District Court Rejects Google Books Class Action Settlement
March 22, 2011. The U.S. District Court (SDNY) issued its opinion [48 pages in PDF] in Authors Guild v. Google, denying, without prejudice, the motion for approval of the proposed class action settlement.
The District Court concluded the Amended Settlement Agreement (ASA) [173 pages in PDF] under review "is not fair, adequate, and reasonable", as required by Rule 23, Federal Rules of Civil Procedure.
Rule 23(e)(2) provides that "If the proposal would bind class members, the court may approve it only after a hearing and on finding that it is fair, reasonable, and adequate."
The District Court elaborated that "As the United States and other objectors have noted, many of the concerns raised in the objections would be ameliorated if the ASA were converted from an ``opt-out´´ settlement to an ``opt-in´´ settlement. ... I urge the parties to consider revising the ASA accordingly."
The District Court explained that "While the digitization of books and the creation of a universal digital library would benefit many, the ASA would simply go too far. It would permit this class action -- which was brought against defendant Google ... to challenge its scanning of books and display of "snippets" for on-line searching -- to implement a forward-looking business arrangement that would grant Google significant rights to exploit entire books, without permission of the copyright owners."
"Indeed," the Court wrote, "the ASA would give Google a significant advantage over competitors, rewarding it for engaging in wholesale copying of copyrighted works without permission, while releasing claims well beyond those presented in the case."
The District Court also announced that it will hold a status conference on April 25.
Reaction. The Association of American Publishers (AAP) stated in a release that while the just released order "is not the final approval we were hoping for, it provides clear guidance to all parties as to what modifications are necessary for its approval."
The AAP added that "The publisher plaintiffs are prepared to enter into a narrower Settlement along those lines to take advantage of its groundbreaking opportunities. We hope the other parties will do so as well."
The Authors Guild's President Scott Turow stated in a release that "we'll be studying Judge Chin's decision and plan on talking to the publishers and Google with the hope that we can arrive at a settlement within the court’s parameters that makes sense for all parties."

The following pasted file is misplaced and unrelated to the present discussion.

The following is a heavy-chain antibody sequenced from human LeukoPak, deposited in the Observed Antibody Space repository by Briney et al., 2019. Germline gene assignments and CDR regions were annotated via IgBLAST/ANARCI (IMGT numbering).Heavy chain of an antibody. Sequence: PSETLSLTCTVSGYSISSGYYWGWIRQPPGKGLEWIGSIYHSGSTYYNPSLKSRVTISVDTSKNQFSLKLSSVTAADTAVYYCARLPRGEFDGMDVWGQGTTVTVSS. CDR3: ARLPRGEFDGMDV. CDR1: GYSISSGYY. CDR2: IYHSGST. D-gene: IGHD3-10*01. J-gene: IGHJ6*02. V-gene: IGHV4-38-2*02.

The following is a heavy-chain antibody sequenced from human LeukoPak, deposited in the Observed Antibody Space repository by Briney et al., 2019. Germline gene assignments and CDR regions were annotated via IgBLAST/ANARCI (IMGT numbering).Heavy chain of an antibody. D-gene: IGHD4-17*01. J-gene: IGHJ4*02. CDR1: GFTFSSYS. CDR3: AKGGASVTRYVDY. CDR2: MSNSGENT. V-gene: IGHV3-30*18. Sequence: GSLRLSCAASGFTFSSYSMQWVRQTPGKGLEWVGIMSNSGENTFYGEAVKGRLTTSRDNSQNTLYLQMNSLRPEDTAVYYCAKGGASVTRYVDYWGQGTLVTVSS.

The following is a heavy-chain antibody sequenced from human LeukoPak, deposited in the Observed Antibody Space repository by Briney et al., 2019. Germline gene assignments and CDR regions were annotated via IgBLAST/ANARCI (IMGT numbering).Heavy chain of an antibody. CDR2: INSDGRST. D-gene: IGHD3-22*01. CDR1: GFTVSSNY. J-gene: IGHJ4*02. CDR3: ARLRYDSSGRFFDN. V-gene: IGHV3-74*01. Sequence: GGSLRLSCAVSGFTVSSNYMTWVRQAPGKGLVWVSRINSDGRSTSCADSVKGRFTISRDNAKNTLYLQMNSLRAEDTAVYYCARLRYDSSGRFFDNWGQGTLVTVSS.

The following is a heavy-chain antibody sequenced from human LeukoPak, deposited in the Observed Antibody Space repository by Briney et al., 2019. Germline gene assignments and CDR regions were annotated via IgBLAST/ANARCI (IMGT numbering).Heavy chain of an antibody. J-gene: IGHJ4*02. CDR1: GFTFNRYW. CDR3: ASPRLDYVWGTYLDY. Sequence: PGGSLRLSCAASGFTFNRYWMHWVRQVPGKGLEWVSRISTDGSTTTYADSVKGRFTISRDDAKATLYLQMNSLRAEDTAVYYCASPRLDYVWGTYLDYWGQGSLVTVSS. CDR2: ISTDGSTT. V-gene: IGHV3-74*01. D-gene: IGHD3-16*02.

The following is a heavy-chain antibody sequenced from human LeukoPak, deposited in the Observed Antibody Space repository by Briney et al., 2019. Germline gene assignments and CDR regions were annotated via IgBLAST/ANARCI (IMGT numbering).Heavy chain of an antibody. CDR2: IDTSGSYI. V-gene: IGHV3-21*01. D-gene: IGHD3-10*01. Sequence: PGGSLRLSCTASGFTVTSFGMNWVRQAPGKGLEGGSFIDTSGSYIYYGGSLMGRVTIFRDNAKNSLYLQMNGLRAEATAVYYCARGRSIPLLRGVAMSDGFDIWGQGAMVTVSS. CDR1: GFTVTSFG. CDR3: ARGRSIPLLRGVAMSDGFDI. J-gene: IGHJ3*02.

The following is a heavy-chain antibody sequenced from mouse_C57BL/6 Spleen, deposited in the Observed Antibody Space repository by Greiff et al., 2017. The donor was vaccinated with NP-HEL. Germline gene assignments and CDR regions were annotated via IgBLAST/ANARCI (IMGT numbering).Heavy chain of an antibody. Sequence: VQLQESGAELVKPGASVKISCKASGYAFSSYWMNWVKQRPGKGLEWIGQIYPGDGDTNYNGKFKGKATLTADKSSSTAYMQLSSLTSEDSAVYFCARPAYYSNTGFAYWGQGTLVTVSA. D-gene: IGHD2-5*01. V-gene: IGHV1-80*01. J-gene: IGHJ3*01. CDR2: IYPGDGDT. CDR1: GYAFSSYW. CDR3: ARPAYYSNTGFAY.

The Consumer Watchdog's John Simpson stated in a release that "Google's entire business model is to never ask permission, but to seek forgiveness if necessary".
He added that the District Court "has ruled simply that you can't take other people's property and use it without asking. This should send the message to the engineers at the Googleplex that the next time they want to use someone's intellectual property, they need to ask permission."
He also said that "Google's business practices continue to raise antitrust questions that need to be investigated".
The Public Knowledge's (PK) Gigi Sohn stated in a release that "We are pleased that Judge Chin has rejected this settlement, even though we agree with him that there are benefits to Google's book project. We were also pleased that the judge agreed with us in the specific issue of orphan works, as he ruled: `Google's ability to deny competitors the ability to search orphan books would further entrench Google’s market power in the online search market.´"
Background on Google Books Litigation and Settlement. The Author's Guild filed a class action complaint against Google in the U.S. District Court (SDNY) on September 20, 2005. See, story titled "Author's Guild Sues Google for Copyright Infringement" in TLJ Daily E-Mail Alert No. 1,218, September 21, 2005.
Various large book publishers filed a complaint against Google in the same District Court on October 19, 2005. See, story titled "Major Book Publishers Sue Google for Digitizing Copyrighted Books" in TLJ Daily E-Mail Alert No. 1,237, October 20, 2005. Both complaints alleged copyright infringement in connection with Google scanning and distributing books.
See also, story titled "University Publishers Accuse Google of Systematic Infringement of Copyright on a Massive Scale" in TLJ Daily E-Mail Alert No. 1,142, May 25, 2005, story titled "Google, Publishers and Authors Debate Google's Print for Libraries Program" in TLJ Daily E-Mail Alert No. 1,239, October 25, 2005, and story titled "Microsoft Counsel Says Google Systematically Violates Copyright" in TLJ Daily E-Mail Alert No. 1,547, March 6, 2007.
Google, publishers and the Authors Guild announced their original proposed class action settlement in October of 2008. They announced an amended agreement in November of 2009. See, story titled "Amended Settlement Agreement Filed in Google Books Case" in TLJ Daily E-Mail Alert No. 2,015, November 16, 2009.
The Department of Justice (DOJ) filed pleadings criticizing components of the agreements. See, story titled "DOJ Files Pleading in Google Books Case" in TLJ Daily E-Mail Alert No. 1,985, September 21, 2009, and story titled "DOJ Criticizes Amended Google Books Settlement" in TLJ Daily E-Mail Alert No. 2,043, February 12, 2010.
Finally, see "Commentary: Google's Net Neutrality Deal Compared to Google's
Books Deal" in TLJ
Daily E-Mail Alert No. 2,121, August 9, 2010.